The EV71-Human Protein Interaction Network was constructed by integrate data from public database and Y2H Screening, and used for functional annotation and drug prediction. The white blocks represent data resources.


Identification and annotation of EV71-human protein interactions

A comprehensive interactome map between EV71 proteins including VP1, VP2, VP3, VP4, 2A, 2B, 2C, 3A, 3B, 3C and cellular proteins was generated by Y2H screens. A total of 66 positive colonies were obtained. The colony identities were determined by DNA sequencing. Fifty-eight of the colonies were tested with the yeast re-transformation assay. Finally, 42 positive colonies were obtained, which represented 37 unique protein-protein interactions between EV71 and 29 human proteins. We provide a network view of the protein-protein interactions in Fig. 2a. No virus-host protein interactions were identified for the internalized capsid protein VP4 and two other non-structural EV71 proteins (2A and 3B). The non-structural protein 2B and 3A interacted with more host proteins (Fig. 2b and c) and shared as many as five human protein interactions. RTN1 was the only protein with interactions with three viral proteins.

Figure 2: Overview of validated EV71-human protein-protein interactions.
Figure 2

(a) Validated interactions between EV71 proteins and human proteins; (b) Number of human proteins that interacted with each EV71 protein; (c) A representative result of a yeast re-transformation assay; (d) Venn Diagram for 29 EIPs to show the most common annotations of these proteins.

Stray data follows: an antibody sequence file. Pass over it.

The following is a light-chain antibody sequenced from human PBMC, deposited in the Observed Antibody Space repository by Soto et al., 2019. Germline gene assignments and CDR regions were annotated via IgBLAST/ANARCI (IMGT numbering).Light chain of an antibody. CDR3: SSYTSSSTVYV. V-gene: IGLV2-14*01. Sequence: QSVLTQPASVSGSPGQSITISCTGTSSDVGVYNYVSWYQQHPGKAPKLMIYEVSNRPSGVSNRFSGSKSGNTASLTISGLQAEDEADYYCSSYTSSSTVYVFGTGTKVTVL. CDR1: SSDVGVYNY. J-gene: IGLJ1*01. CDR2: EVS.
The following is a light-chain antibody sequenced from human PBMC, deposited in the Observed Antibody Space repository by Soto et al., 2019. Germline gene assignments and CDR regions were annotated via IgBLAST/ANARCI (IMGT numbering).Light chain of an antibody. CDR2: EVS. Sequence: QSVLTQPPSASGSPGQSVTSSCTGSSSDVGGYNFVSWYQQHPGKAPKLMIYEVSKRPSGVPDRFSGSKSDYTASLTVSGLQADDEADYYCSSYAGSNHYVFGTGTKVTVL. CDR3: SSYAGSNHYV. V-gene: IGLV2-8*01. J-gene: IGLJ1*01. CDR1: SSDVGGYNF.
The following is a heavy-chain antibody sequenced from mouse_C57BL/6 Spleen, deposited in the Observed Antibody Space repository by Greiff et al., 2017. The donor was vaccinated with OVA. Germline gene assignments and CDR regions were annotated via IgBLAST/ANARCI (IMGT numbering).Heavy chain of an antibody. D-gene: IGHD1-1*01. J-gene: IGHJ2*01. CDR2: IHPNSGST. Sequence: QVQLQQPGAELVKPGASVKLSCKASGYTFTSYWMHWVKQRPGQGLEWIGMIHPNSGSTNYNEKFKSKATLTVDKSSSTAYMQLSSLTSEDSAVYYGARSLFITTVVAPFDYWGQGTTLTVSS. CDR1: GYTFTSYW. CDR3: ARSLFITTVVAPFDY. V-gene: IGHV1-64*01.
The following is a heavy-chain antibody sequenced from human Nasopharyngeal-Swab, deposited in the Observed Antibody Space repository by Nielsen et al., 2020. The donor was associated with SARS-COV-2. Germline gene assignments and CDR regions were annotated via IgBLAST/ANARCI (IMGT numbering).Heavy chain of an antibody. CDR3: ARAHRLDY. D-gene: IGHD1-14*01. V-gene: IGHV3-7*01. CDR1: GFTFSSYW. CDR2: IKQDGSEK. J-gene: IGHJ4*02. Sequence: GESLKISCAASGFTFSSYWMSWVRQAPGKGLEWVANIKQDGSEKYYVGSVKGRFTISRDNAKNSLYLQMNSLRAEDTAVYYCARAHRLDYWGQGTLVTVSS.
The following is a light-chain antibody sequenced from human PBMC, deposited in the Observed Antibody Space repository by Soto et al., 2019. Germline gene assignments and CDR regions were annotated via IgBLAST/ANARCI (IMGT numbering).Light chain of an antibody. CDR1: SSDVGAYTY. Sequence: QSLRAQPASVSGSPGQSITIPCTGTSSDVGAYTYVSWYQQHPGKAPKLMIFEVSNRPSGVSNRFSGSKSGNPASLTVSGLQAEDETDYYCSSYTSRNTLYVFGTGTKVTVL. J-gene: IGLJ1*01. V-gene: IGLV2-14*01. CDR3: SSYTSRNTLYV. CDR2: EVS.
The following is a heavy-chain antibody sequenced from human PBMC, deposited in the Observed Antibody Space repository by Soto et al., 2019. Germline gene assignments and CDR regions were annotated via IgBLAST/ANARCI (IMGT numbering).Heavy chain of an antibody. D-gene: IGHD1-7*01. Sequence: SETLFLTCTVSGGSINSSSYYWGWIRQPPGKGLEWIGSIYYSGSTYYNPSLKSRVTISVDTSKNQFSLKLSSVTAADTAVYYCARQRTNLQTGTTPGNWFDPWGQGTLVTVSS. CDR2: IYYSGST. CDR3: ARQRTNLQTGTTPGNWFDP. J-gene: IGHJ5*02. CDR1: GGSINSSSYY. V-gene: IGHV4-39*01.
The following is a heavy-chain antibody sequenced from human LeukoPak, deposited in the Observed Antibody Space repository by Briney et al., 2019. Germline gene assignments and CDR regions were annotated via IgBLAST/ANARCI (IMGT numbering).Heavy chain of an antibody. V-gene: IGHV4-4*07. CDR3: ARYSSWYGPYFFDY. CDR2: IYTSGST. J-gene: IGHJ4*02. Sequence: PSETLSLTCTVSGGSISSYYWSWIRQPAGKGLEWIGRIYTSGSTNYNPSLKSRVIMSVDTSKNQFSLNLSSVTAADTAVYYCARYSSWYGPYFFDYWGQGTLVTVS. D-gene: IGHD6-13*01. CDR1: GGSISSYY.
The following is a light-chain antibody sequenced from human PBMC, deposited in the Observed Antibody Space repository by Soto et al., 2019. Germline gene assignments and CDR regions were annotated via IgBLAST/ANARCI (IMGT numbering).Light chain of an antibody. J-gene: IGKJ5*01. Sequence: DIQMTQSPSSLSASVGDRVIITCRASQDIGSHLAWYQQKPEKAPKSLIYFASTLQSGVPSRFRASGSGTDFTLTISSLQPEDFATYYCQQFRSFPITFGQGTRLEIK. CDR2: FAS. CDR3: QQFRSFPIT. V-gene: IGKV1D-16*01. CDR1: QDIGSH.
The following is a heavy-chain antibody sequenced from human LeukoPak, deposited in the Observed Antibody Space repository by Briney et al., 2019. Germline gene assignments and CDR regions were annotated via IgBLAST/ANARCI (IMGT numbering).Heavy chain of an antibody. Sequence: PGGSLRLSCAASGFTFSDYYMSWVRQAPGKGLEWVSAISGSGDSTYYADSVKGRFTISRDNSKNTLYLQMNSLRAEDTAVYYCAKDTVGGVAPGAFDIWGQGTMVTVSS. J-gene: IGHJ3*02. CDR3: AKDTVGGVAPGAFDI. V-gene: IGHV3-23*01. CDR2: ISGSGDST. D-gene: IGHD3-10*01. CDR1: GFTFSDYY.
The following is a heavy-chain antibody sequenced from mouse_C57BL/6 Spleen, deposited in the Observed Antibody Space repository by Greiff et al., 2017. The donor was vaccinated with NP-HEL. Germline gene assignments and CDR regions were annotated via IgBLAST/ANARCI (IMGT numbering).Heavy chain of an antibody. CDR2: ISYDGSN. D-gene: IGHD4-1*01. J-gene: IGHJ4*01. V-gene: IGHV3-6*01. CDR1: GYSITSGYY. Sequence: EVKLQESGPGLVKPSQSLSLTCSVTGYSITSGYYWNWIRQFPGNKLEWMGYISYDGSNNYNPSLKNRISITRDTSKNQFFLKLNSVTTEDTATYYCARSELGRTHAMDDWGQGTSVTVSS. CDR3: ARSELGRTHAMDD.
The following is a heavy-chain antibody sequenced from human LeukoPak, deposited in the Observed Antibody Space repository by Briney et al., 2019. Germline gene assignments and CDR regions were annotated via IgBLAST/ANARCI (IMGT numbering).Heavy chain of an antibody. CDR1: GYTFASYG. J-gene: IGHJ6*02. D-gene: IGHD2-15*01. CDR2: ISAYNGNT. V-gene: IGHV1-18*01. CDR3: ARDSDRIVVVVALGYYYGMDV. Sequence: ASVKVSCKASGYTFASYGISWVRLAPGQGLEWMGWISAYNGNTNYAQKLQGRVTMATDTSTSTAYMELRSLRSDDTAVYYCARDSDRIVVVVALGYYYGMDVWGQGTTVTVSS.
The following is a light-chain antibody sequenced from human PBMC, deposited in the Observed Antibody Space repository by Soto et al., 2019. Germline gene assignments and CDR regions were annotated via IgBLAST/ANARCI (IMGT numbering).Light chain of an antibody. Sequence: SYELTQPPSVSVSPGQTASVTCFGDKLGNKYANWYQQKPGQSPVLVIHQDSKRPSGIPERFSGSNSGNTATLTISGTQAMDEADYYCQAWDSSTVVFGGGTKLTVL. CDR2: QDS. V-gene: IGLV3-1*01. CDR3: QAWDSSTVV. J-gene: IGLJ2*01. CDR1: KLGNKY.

We used the DAVID online tools13,14 to annotate and cluster the EIPs and to identify common protein characteristics (Supplementary Table S1). Most of the genes encoded membrane proteins, some of which functioned in nerve signal transduction pathways. The four most enriched annotation terms were membrane proteins, endoplasmic reticulum, host-virus interaction and glycoprotein. Only two proteins (STX1A and STX4) were involved in the same KEGG pathway (vesicular transport). Moreover, eighteen of these EIPs were membrane proteins, six were host-virus interaction proteins, and eight were endoplasmic reticulum proteins, including seven proteins located at the endoplasmic reticulum membrane (Fig. 2d, Supplementary Table S1).

Construction of the EV71-human protein interaction network and topological analysis

Using the Biological General Repository for Interaction Datasets (BioGRID) Database15 as a reference, we constructed a human protein-protein interaction (PPI) network containing 141,792 non-redundant physical PPIs between 15,422 human proteins. As many as twenty-seven (93.1%) EIPs were found to interact with other human proteins. These proteins together with another 424 proteins formed a protein interaction network with 527 non-redundant physical interactions (Fig. 3a), including 2 interactions between EIPs (i.e., between VAPB and STX4 and between VAPB and STX1A) and 7 EIP self-protein interactions (BNIP3, CREB3, FBLN5, FKBP8, MFF, RTN3 and STX1A). We defined the EIPs together with the other 424 EIP-interacting proteins as EV71 infection-associated human proteins (EAPs).

Figure 3: The EAP interaction network and the topological analysis of EIPs in the human protein interactome.
Figure 3

(a) The protein interaction subnetworks between EAPs, with orange nodes representing EIPs and blue nodes representing the human proteins that interact with them. The node sizes are directly proportional to the node’s degrees in this subnetwork; (b,c) The degree (b) and betweenness centrality (c) distributions of all proteins (red points) and EIPs (blue points) in the human protein-protein interaction network. P(k) represents the probability of a node having a degree of k, P(b) represents the probability of a node having a betweenness centrality of (b). The dashed lines represents the average degrees of all proteins (red) and EIPs (blue); (d) The average degree, betweenness centrality and shortest path for the EIPs and all proteins.